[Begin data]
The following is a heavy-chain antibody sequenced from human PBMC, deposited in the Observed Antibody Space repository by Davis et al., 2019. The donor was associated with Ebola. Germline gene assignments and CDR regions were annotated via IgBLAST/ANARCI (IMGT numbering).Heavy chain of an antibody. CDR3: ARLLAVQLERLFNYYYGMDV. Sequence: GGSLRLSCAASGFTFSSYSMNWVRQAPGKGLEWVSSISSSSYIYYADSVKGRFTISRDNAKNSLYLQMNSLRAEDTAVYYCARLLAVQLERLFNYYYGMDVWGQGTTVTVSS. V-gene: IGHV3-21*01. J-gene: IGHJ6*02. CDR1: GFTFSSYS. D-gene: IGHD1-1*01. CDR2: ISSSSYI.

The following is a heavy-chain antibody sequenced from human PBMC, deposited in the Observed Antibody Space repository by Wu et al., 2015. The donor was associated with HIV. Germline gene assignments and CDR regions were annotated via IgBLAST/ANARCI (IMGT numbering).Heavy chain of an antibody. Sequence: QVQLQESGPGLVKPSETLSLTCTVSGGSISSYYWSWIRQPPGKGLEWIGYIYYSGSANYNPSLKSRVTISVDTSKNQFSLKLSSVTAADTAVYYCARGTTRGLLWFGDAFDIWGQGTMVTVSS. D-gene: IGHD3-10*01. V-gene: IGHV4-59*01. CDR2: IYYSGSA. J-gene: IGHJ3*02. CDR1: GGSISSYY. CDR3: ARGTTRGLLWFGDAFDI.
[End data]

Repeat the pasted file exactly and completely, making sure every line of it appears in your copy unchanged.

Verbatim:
The following is a heavy-chain antibody sequenced from human PBMC, deposited in the Observed Antibody Space repository by Davis et al., 2019. The donor was associated with Ebola. Germline gene assignments and CDR regions were annotated via IgBLAST/ANARCI (IMGT numbering).Heavy chain of an antibody. CDR3: ARLLAVQLERLFNYYYGMDV. Sequence: GGSLRLSCAASGFTFSSYSMNWVRQAPGKGLEWVSSISSSSYIYYADSVKGRFTISRDNAKNSLYLQMNSLRAEDTAVYYCARLLAVQLERLFNYYYGMDVWGQGTTVTVSS. V-gene: IGHV3-21*01. J-gene: IGHJ6*02. CDR1: GFTFSSYS. D-gene: IGHD1-1*01. CDR2: ISSSSYI.

The following is a heavy-chain antibody sequenced from human PBMC, deposited in the Observed Antibody Space repository by Wu et al., 2015. The donor was associated with HIV. Germline gene assignments and CDR regions were annotated via IgBLAST/ANARCI (IMGT numbering).Heavy chain of an antibody. Sequence: QVQLQESGPGLVKPSETLSLTCTVSGGSISSYYWSWIRQPPGKGLEWIGYIYYSGSANYNPSLKSRVTISVDTSKNQFSLKLSSVTAADTAVYYCARGTTRGLLWFGDAFDIWGQGTMVTVSS. D-gene: IGHD3-10*01. V-gene: IGHV4-59*01. CDR2: IYYSGSA. J-gene: IGHJ3*02. CDR1: GGSISSYY. CDR3: ARGTTRGLLWFGDAFDI.